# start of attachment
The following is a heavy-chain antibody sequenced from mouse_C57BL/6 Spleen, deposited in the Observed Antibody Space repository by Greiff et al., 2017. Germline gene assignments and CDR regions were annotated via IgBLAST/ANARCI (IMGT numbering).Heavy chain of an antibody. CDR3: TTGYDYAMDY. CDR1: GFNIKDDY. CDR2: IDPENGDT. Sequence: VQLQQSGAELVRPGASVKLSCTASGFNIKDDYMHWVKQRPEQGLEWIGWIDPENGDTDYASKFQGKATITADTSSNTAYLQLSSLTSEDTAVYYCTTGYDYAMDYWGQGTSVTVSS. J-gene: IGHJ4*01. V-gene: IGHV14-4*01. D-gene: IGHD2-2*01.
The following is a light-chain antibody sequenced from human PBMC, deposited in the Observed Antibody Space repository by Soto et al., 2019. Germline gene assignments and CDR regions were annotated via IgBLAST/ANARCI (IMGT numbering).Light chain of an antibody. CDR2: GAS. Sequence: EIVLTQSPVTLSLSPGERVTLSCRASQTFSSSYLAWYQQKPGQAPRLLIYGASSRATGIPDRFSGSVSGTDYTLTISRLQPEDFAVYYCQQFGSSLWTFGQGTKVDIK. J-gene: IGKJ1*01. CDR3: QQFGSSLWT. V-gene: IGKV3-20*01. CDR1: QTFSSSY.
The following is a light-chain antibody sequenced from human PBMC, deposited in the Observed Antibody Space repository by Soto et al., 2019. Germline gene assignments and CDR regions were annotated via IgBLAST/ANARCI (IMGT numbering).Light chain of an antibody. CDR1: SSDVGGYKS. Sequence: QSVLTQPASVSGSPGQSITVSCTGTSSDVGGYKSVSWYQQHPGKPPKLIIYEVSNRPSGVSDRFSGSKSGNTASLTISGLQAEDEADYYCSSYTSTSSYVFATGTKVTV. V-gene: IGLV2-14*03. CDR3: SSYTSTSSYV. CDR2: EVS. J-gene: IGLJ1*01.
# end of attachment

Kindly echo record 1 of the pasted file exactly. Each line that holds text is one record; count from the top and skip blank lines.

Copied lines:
The following is a heavy-chain antibody sequenced from mouse_C57BL/6 Spleen, deposited in the Observed Antibody Space repository by Greiff et al., 2017. Germline gene assignments and CDR regions were annotated via IgBLAST/ANARCI (IMGT numbering).Heavy chain of an antibody. CDR3: TTGYDYAMDY. CDR1: GFNIKDDY. CDR2: IDPENGDT. Sequence: VQLQQSGAELVRPGASVKLSCTASGFNIKDDYMHWVKQRPEQGLEWIGWIDPENGDTDYASKFQGKATITADTSSNTAYLQLSSLTSEDTAVYYCTTGYDYAMDYWGQGTSVTVSS. J-gene: IGHJ4*01. V-gene: IGHV14-4*01. D-gene: IGHD2-2*01.